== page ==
East Lansing Public Schools ranked as the 21st-best district in Michigan by Niche, a company that analyzes school districts using information like data from the U.S. Department of Education, surveys and grades.
ELPS earned an A report card, receiving an A+ grade for college prep; an A for academics, diversity, and sports; and an A- for clubs and activities and health and safety. The district fared well in teachers, administration, food, and facilities and did not receive any grade below B-.
Superintendent Dori Leyko told ELi that “it’s an honor to be acknowledged and recognized as one of the 25 best districts in Michigan….These rankings don’t really drive our work or district improvement goals, but some of the measures that are factored in are definitely important to us – like graduation rate!”
School Board Vice President Terah Chambers agreed that rankings aren’t everything, telling ELi that “it’s nice to be recognized in rankings, but to me there are so many other important indicators of what makes a school district great.”
For Chambers, ELPS is great because “there are so many ways to be excellent: from academics, to the arts, to sports, to extracurricular activities, to our commitment to mental health.”
Leyko also expressed her pride in all ELPS has to offer.
“I’m proud that we really focus on the health and wellness of our students and staff in addition to academic achievement and growth,” she said. “I’m proud of how committed our teachers and staff are to our students – we have amazing teachers and leaders in the district. I’m proud of our district goals and our commitment to continual learning around diversity, equity and inclusion.”
According to School Board Secretary Chris Martin, it’s a collective effort to make ELPS a district worthy of distinction.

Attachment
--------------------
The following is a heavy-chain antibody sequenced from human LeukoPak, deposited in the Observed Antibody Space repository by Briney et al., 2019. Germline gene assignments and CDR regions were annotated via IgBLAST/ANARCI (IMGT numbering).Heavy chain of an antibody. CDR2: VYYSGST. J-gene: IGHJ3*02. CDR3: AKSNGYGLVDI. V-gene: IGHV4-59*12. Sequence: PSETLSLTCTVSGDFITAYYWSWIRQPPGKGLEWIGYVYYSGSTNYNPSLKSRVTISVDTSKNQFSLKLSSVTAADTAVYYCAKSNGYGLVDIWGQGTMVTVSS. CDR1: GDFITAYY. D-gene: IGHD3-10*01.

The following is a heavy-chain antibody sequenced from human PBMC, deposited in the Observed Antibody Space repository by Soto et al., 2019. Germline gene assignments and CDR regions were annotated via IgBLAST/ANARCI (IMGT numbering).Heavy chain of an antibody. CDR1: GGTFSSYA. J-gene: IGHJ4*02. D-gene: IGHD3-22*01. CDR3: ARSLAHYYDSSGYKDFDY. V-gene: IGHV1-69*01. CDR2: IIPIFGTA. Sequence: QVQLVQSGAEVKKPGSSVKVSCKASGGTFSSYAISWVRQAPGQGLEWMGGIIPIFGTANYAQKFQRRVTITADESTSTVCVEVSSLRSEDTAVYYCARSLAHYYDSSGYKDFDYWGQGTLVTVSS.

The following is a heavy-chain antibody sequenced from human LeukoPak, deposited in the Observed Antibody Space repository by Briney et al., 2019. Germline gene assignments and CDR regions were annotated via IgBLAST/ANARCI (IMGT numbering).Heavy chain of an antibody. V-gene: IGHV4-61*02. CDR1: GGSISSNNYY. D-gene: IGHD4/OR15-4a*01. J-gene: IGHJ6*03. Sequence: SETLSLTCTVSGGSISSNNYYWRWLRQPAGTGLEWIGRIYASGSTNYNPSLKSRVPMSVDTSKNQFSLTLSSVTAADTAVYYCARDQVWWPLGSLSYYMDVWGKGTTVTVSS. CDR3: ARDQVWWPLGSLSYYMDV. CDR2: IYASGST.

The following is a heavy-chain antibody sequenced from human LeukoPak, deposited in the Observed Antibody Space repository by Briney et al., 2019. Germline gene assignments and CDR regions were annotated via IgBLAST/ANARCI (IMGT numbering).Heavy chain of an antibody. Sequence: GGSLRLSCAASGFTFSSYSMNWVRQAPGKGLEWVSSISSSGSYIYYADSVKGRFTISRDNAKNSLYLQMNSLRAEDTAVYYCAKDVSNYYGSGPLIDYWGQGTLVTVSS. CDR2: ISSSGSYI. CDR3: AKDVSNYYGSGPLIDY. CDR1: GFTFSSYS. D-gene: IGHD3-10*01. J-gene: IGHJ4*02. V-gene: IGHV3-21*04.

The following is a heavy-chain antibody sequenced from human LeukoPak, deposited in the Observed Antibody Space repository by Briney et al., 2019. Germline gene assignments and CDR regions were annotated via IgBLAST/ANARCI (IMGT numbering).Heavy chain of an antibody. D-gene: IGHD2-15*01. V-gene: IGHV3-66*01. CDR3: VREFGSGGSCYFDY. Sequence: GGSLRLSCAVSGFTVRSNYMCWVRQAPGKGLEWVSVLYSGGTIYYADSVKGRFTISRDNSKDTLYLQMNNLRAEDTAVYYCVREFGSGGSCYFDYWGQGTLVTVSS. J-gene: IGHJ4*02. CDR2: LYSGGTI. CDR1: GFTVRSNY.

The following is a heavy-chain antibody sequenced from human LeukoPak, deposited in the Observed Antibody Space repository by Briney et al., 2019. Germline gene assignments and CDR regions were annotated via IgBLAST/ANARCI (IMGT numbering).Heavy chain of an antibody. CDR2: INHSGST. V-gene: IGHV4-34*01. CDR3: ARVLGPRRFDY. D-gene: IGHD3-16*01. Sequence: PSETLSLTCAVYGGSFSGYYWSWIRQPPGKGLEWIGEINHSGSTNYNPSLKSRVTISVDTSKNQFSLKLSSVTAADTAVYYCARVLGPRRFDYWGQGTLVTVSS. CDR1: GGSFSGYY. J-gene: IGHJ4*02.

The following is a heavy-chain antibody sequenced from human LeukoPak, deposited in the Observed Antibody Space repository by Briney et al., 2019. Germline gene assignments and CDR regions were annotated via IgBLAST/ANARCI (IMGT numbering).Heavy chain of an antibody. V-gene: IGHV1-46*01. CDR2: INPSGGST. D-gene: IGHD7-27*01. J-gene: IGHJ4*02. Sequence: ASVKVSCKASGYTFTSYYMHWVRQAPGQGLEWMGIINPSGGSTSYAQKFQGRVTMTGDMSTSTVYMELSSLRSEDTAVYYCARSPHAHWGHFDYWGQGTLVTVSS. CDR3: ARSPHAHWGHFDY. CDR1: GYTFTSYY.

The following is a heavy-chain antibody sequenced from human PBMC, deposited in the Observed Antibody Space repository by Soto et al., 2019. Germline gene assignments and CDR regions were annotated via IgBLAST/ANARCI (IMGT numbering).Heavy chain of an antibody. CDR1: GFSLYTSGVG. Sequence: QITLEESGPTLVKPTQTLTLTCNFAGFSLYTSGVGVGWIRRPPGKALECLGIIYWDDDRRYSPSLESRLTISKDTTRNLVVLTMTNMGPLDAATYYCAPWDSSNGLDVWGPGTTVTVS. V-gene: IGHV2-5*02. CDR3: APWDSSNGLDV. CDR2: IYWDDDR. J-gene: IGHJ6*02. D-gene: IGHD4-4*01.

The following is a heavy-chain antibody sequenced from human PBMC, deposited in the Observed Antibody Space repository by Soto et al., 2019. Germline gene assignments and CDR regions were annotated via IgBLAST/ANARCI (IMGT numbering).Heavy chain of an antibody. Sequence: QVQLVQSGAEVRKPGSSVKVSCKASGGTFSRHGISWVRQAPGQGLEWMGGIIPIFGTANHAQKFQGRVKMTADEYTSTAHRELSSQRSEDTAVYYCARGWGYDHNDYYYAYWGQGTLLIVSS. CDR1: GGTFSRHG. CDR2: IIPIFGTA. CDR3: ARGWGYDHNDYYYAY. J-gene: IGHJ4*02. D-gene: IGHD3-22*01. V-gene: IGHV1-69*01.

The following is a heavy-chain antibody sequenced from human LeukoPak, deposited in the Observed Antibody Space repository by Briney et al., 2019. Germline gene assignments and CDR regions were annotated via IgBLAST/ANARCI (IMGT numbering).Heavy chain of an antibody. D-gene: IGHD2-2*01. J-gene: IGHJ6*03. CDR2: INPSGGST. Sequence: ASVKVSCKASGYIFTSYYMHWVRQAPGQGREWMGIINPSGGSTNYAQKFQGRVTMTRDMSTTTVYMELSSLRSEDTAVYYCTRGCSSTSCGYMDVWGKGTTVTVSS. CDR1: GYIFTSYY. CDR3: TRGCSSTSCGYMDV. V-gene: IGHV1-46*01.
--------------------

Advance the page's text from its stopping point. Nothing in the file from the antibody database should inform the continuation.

“Parents and caregivers have high expectations for their students, and they are willing to make significant contributions to support the work of our district,” Martin said.
Inside the classroom, students can find, “a strong culture rooted in kindness and intellectual curiosity,” Martin said. “When students feel safe to take chances and when they experience strong connections to their peers and teachers, it leads to better academic outcomes.”
Although the ranking categories do not dictate ELPS’s development goals, the district has pursued some improvements in line with the rankings metrics. Recently, ELPS began renovating its elementary school facilities following the passage of a $94 million bond in 2017.
The Niche report card also recognized the diversity at ELPS.
ELi reported earlier in the year that the ELPS student body is much more diverse than its faculty. The district has strengthened its commitment to diversity equity, and inclusion following the police-killing of George Floyd, promising to hire more Black teachers, end police presence in schools, form equity teams in all buildings, and make changes to its curriculum.
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